Hey everybody, welcome back to the Optimized Ecommerce Podcast. I’m Tanner Larsson, your host, and today I’m going to be doing a solo episode. And it’s not going to be super long, but it’s gonna be about a very important topic that people are always asking about. I see, it’s one of the biggest things in terms of people on the e commerce game, starting an e commerce store, especially with beginners, okay, and that is, what does it take to create or sell a successful product, people are always like, I want to find winning products to sell, I want to, you know, sell trending products that are that can scale really fast or whatever like that. But the really part that they seem to miss is there’s a lot of pieces that go into a successful product, more than just picking a product or finding something on trends or on Alibaba, or drop shipping it or any, any way you find your product, there’s a lot that needs to go into it. So we’re going to dive right into that in this episode. And I’m going to actually pull up some slides to talk off of, and if you want to watch this on YouTube, you can totally follow along with the slides and see some of the imagery and stuff like that. Or if you’re on you know, just a regular old podcast, you can listen to it here, no problem and still be just as valuable for you. All right, so give me one sec to go ahead and pull up these slides. Okay, so really, guys, the the most important thing about products is actually that the product doesn’t matter. It’s the thing that everybody thinks is important when people are in like the jewelry business. They they’re like, yeah, I sell jewelry. The product is my jewelry, that product is what I do. So I’m in the jewelry business. But reality, no, you’re not your business is marketing. It just so happens that the product that you sell is jewelry, right. And it goes even further than that. And people get so fixated on the product. And when I teach, you know our members and beginners, in our e commerce business blueprint course, or our people in our ecom insider program, or I lecture at events, or wherever, I always start off by saying guys, the product doesn’t matter. And I mean that and I’ll explain what I mean as I as I keep going here, okay, so you can have the best product in the world. But if you don’t have a specific plan of attack, then it won’t matter how good the product is, okay, you can have great products. But if you don’t know how to sell, if you don’t have a marketing plan, if you’re not good at selling it, if you don’t have a good optimized store, then no matter how good your product is probably not going to sell. Okay, so here’s what actually makes a successful product. All right. Number one branding, okay, you need to have a brand for not only the product, but for the company and make sure that your product fits within that brand. This is where general stores don’t work, okay, because they don’t have a brand. They’re trying to be everything to everyone. Okay, you’re not Walmart, you can’t compete with Walmart. So don’t even try, you need to have a cohesive brand that speaks to your audience and also communicates the value in your product, what you stand for, and that there’s something that you’re a brand that they actually want to buy from. Okay, moving on from branding, the next piece you have to have in a successful product is strategic marketing, how the heck are you going to sell this product, there’s a lot more to it than just throwing up some ads and a store and hoping it all works, you have to have a completely proven plan of how that’s going to happen. From the time you run the Ad to the Ad copy the creative and all of that to the targeting that you’re going to use to what happens after they land on your site after the click when they land on your site through that entire buyers journey, both pre purchase and post purchase. Okay, there’s a whole plan that goes into attack on this or in action on this. Also multi channel advertising. You can’t just advertise on one place. Okay? We’ve all seen what happens when people bet too hard on Facebook, and all of a sudden their Ad account gets shut down and all of a sudden, guess what? They have no way to market. Okay, but the other thing is with multi channel advertising, it’s like legal stalking, right? So you may start with the person on Facebook, they see your ad they click on your product, all of a sudden, they’re over on eBay or Huffington Post or whatever and boom, they see an Ad. Because you’re using Google networks, you’re using other retargeting, third party retargeting networks, and things like that, in addition to your Facebook and your Instagram and your other advertising platforms, you need to have a multi channel approach so that you show up everywhere, and you can literally stalk your customers all over the internet showing them your product until they make a buying decision. The next thing is product positioning. How are you actually going to position your product in the marketplace and to stand out from other like minded and similar products? Okay, this is one of those things where it’s like most people compete when it comes to positioning. They just go on price. They’re like, well, they’re selling it for 995 all sell it for 899 boom, now I’m the cheaper product. Well, that can work except when you compete on price.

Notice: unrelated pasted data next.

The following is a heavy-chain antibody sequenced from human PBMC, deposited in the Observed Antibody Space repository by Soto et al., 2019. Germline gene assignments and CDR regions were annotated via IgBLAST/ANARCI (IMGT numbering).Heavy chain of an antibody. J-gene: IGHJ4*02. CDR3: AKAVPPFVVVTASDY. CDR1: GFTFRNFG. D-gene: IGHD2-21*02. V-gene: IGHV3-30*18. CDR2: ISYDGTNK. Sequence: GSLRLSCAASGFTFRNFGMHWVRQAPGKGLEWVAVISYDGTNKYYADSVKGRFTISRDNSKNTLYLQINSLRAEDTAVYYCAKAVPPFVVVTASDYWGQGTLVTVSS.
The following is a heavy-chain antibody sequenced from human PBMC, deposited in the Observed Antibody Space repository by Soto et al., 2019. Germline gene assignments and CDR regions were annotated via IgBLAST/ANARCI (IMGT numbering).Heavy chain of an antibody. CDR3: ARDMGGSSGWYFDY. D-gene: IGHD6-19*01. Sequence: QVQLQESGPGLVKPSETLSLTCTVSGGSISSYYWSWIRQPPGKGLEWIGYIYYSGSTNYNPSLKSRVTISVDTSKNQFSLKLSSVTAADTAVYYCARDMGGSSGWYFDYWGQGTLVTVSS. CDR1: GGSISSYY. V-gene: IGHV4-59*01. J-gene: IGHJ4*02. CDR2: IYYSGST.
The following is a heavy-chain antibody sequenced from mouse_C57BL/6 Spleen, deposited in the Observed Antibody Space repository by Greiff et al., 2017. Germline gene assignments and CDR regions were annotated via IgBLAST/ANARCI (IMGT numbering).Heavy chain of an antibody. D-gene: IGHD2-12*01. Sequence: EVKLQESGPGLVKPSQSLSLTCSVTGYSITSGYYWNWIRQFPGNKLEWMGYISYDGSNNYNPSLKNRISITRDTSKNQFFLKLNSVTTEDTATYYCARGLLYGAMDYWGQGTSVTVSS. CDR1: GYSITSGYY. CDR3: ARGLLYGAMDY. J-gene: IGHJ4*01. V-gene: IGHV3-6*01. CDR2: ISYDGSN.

The only thing you get is a race. to the bottom, someone will always lower their price below yours. And pretty soon you’re not making any money because you’ve reduced your price so much that it’s not worthwhile. The next part of the game is it doesn’t benefit you to be the second lowest priced offer. If you can’t be the lowest priced offer, then you’re better off being a premium priced offer, however, does your product lend itself to being a premium priced product? Is that good quality product is it positioned in a way on a trusting store that has the branding and the look and the feel and the copy and all the pieces that go in the packaging and everything that goes along with it to allow you to position it in the right thing? Is it also positioned to fit the market that you’re advertising to? Okay, are is your product, you know, let’s say you’re selling something to the yoga market, is it if you’re selling something that is like a Bikram yoga product for hot yoga, and then you’re but you’re marketing it to a general audience, maybe that’s not really the right, the right positioning because your audience is not someone who’s specific into hot yoga. So you’d better off positioning that product to a more general audience or changing your targeting so that your positioning does work. And then finally, the most important one of all of these is mastering your metrics. Okay, I’m talking about all the metrics that come into the e commerce gamut from your advertising metrics, and your Facebook ad account, your Google Ad account, things like that all the way into your store and all the different metrics along the way, from how long they stay on the site to their scroll depth on the to the bounce rate to your page load times individual page load times for different pages in your store. And those are those aren’t even like your normal metrics. Those are just your your weirdo metrics, right that nobody tracks those only geeks like us track that kind of stuff. But then we start talking about your click through rate, right? People who land on your product page, what’s the rate of people clicking the Add to Cart button? How many people wind up in the cart? Wind up clicking Proceed to Checkout? These are your kind of your buyers journey funnel flow, you know, metrics. What is the conversion rate? What’s your average order value? What’s your repeat customer rate? What’s your lifetime customer value? All these different metrics play a different role in whether or not you’re going to have a successful product, okay. And then you factor in your advertising metrics, like your row ads your, you know, your cost per click your, you know, frequency and a bunch of other stuff like that all of those play a part of whether or not your product is successful. Now, notice how everything I just went through right there has nothing to do with the product. Okay, it has everything to do with the pieces that have to be in place in order to make a successful product. Okay, so let’s kind of keep going on this. There are six rules of product selection. So now that I just told you that the product doesn’t matter, I want to go through a little bit of how can you select products. Now, these are not hard and fast rules. Of course, these are my rules, but you can change them to fit your needs or whatever. But if you’re new to this, or you’re not really sure, or you’ve had, you know, bad luck picking products before, then this might be something you want to try to follow. Now these are the rules that I follow and that I teach our students to follow when it comes to picking products. Okay, so we’ve talked about why the product doesn’t matter. And now I’m actually going to talk to you about way when you do find a product, here’s some of the rules you want to follow to help you weed out products that really shouldn’t even be considered from the ones that you should consider. Okay, so number one, sell what is already selling. There is no need to go out and reinvent the wheel. Unless you’re going to be the next Uber, it’s not worth going out and reinventing the wheel. Find something that is already selling or if you have to find a market of people that are desperate for something that’s not being met but there’s a product for it that you can find that fits that need. Okay, but really don’t go reinvent the wheel, find what’s already selling and sell that or make a better mousetrap. Say Hey, everybody’s buying this earplugs or earpiece and I want to make a better one I’m going to change the color they’re either only people sell black ones or blue ones. I’m going to make a pink one, something like that. Right? So sell what’s already selling but make it a little bit more unique. don’t compete with name brand products, okay, big box stores. All right. This is where we always the example I always give is the electronics niche. Don’t try to sell Sony. Don’t try to sell you know, name brand Asus products or whatever because number one, you can’t compete with the big boys who already have the brand recognition where people are going to say I want to buy a Samsung TV I’m going to go to Best Buy or Amazon or something like that. Okay, they’re not going to come to Joe’s store Josie commerce store and buy that right. The other issue with that is that the name brand products probably have map pricing which is manufacturer’s advertised